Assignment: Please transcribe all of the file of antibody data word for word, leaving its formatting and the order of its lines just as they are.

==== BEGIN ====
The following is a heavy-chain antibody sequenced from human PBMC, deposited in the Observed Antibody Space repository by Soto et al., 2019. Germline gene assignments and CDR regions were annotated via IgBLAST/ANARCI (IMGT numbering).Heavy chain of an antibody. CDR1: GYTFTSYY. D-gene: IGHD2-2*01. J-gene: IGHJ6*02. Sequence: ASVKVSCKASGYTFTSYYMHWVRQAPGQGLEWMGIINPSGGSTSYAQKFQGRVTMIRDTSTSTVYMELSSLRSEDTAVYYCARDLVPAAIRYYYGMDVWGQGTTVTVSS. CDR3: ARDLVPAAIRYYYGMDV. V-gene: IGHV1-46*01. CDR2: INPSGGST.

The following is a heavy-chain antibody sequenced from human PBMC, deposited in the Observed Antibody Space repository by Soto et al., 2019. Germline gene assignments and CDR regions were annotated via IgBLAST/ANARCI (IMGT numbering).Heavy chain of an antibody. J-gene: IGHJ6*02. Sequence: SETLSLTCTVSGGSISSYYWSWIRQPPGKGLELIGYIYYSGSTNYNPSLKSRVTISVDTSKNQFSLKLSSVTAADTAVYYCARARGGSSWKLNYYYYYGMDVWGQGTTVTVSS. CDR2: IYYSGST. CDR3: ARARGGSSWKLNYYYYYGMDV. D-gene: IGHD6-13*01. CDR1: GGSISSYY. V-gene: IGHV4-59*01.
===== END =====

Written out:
The following is a heavy-chain antibody sequenced from human PBMC, deposited in the Observed Antibody Space repository by Soto et al., 2019. Germline gene assignments and CDR regions were annotated via IgBLAST/ANARCI (IMGT numbering).Heavy chain of an antibody. CDR1: GYTFTSYY. D-gene: IGHD2-2*01. J-gene: IGHJ6*02. Sequence: ASVKVSCKASGYTFTSYYMHWVRQAPGQGLEWMGIINPSGGSTSYAQKFQGRVTMIRDTSTSTVYMELSSLRSEDTAVYYCARDLVPAAIRYYYGMDVWGQGTTVTVSS. CDR3: ARDLVPAAIRYYYGMDV. V-gene: IGHV1-46*01. CDR2: INPSGGST.

The following is a heavy-chain antibody sequenced from human PBMC, deposited in the Observed Antibody Space repository by Soto et al., 2019. Germline gene assignments and CDR regions were annotated via IgBLAST/ANARCI (IMGT numbering).Heavy chain of an antibody. J-gene: IGHJ6*02. Sequence: SETLSLTCTVSGGSISSYYWSWIRQPPGKGLELIGYIYYSGSTNYNPSLKSRVTISVDTSKNQFSLKLSSVTAADTAVYYCARARGGSSWKLNYYYYYGMDVWGQGTTVTVSS. CDR2: IYYSGST. CDR3: ARARGGSSWKLNYYYYYGMDV. D-gene: IGHD6-13*01. CDR1: GGSISSYY. V-gene: IGHV4-59*01.